Grave New World
The End of Globalization, the Return of History
Reviewer: Andrew Sentance, Senior Economic Adviser, PwC
Globalization, long considered the best route to economic prosperity, is not inevitable. An approach built on the principles of free trade and, since the 1980s, open capital markets, is beginning to fracture. With disappointing growth rates across the Western world, nations are no longer willing to sacrifice national interests for global growth; nor are their leaders able—or willing—to sell the idea of pursuing a global agenda of prosperity to their citizens. Combining historical analysis with current affairs, economist Stephen D. King provides a provocative and engaging account of why globalization is being rejected, what a world ruled by rival states with conflicting aims might look like, and how the pursuit of nationalist agendas could result in a race to the bottom. King argues that a rejection of globalization and a return to “autarky” will risk economic and political conflict, and he uses lessons from history to gauge how best to avoid the worst possible outcomes.
The Limits of The Market
The Pendulum Between Government and Market
Reviewer: Rosemary Connell
The old discussion of 'Market or State' is obsolete. There will always have to be a mix of market and state. The only relevant question is what that mix should look like. How far do we have to let the market go its own way in order to create as much welfare as possible for everyone? What is the responsibility of the government in creating welfare? These are difficult questions. But they are also interesting questions and Paul De Grauwe analyses them in this book.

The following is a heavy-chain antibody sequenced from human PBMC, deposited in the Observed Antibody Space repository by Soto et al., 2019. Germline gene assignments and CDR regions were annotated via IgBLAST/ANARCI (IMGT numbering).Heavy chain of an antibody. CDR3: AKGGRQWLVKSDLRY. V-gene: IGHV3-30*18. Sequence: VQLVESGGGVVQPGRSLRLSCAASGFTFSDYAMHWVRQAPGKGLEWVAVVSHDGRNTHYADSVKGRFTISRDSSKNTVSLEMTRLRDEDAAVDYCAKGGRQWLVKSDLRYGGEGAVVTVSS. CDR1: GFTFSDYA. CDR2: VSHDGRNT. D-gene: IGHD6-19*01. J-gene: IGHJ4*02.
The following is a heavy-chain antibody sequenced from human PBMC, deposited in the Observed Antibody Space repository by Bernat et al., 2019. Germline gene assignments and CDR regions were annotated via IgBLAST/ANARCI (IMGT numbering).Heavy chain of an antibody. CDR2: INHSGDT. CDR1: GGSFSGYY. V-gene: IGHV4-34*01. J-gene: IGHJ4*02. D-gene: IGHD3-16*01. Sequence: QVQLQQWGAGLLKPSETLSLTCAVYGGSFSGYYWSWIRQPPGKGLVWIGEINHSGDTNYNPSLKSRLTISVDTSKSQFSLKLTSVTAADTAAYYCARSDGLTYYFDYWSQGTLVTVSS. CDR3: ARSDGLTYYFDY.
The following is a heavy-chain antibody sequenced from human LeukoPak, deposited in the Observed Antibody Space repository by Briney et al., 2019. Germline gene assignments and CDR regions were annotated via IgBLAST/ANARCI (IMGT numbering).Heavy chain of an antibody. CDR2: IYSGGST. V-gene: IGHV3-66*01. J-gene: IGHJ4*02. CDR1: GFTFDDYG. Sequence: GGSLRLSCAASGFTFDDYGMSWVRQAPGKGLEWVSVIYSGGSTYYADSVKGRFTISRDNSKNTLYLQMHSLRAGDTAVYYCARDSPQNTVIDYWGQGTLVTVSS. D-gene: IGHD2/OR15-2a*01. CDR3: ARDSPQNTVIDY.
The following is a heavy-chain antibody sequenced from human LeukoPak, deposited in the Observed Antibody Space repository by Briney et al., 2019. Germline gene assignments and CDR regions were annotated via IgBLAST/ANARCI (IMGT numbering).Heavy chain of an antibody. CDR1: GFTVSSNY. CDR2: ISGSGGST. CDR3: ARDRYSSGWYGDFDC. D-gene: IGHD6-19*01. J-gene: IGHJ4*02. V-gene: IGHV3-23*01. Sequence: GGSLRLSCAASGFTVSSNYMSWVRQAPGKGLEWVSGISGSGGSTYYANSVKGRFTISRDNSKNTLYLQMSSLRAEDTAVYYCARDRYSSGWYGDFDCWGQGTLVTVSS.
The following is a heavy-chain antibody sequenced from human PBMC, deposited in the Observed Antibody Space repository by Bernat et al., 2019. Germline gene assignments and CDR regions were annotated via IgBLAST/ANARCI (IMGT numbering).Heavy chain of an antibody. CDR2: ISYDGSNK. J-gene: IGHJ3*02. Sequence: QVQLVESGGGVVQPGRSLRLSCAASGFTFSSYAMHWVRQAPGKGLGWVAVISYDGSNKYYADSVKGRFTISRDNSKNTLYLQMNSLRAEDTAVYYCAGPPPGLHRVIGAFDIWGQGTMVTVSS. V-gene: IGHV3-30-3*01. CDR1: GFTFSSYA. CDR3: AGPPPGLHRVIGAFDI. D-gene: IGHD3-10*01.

Globalisation: A MOOC from FutureLearn
Reviewer: Ian Bright
Understanding globalisation – a topic that dominates political and economic discourse worldwide – is important for anyone who cares about our planet’s future and wants to help shape it. This online course introduces economic globalisation, and its impact on society past and present.
Brexit: Why Britain voted to leave the European Union
Reviewer: Vicky Pryce, former joint Head, Government Economic Service
In June 2016, the United Kingdom shocked the world by voting to leave the European Union. As this book reveals, the historic vote for Brexit marked the culmination of trends in domestic politics and in the UK's relationship with the EU that have been building over many years. Drawing on a wealth of survey evidence collected over more than ten years, this book explains why most people decided to ignore much of the national and international community and vote for Brexit. Drawing on past research on voting in major referendums in Europe and elsewhere, a team of leading academic experts analyse changes in the UK's party system that were catalysts for the referendum vote, including the rise of the UK Independence Party (UKIP), the dynamics of public opinion during an unforgettable and divisive referendum campaign, the factors that influenced how people voted and the likely economic and political impact of this historic decision.
Too much stuff: Capitalism in crisis
Reviewer: Rebecca Harding, Delta Economics
Where has capitalism gone wrong? Why are advanced capitalist economies so sick and why do conventional policy solutions, such as reduced taxes and increased money supply, produce only wider income disparity and inequality? We now live in a new world in which we enjoy the highest living standard in history, acquiring ever more goods and services as necessary luxuries. Yet current policies only serve to expand public debt and exacerbate socio-economic inequality. In Too much stuff, Yamamura upends conventional capitalist wisdom to provide a new approach.